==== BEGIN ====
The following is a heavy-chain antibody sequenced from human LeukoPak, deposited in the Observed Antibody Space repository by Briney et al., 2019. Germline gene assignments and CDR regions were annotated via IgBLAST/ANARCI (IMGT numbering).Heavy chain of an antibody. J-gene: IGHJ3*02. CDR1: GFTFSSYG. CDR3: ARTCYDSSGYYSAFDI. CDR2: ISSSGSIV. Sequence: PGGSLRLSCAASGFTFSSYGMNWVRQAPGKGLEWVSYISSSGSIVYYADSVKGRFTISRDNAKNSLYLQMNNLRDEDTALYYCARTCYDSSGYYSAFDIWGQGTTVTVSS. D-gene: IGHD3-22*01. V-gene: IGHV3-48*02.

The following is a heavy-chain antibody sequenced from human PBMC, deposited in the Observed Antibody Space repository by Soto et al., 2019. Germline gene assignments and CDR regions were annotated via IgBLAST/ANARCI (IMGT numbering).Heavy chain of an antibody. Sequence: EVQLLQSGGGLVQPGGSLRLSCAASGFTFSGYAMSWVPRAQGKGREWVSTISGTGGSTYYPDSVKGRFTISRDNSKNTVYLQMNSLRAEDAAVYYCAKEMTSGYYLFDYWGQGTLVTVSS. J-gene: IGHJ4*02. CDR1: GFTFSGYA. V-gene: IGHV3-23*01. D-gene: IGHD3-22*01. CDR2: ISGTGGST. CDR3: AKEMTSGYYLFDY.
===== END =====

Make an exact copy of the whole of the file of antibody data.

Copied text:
The following is a heavy-chain antibody sequenced from human LeukoPak, deposited in the Observed Antibody Space repository by Briney et al., 2019. Germline gene assignments and CDR regions were annotated via IgBLAST/ANARCI (IMGT numbering).Heavy chain of an antibody. J-gene: IGHJ3*02. CDR1: GFTFSSYG. CDR3: ARTCYDSSGYYSAFDI. CDR2: ISSSGSIV. Sequence: PGGSLRLSCAASGFTFSSYGMNWVRQAPGKGLEWVSYISSSGSIVYYADSVKGRFTISRDNAKNSLYLQMNNLRDEDTALYYCARTCYDSSGYYSAFDIWGQGTTVTVSS. D-gene: IGHD3-22*01. V-gene: IGHV3-48*02.

The following is a heavy-chain antibody sequenced from human PBMC, deposited in the Observed Antibody Space repository by Soto et al., 2019. Germline gene assignments and CDR regions were annotated via IgBLAST/ANARCI (IMGT numbering).Heavy chain of an antibody. Sequence: EVQLLQSGGGLVQPGGSLRLSCAASGFTFSGYAMSWVPRAQGKGREWVSTISGTGGSTYYPDSVKGRFTISRDNSKNTVYLQMNSLRAEDAAVYYCAKEMTSGYYLFDYWGQGTLVTVSS. J-gene: IGHJ4*02. CDR1: GFTFSGYA. V-gene: IGHV3-23*01. D-gene: IGHD3-22*01. CDR2: ISGTGGST. CDR3: AKEMTSGYYLFDY.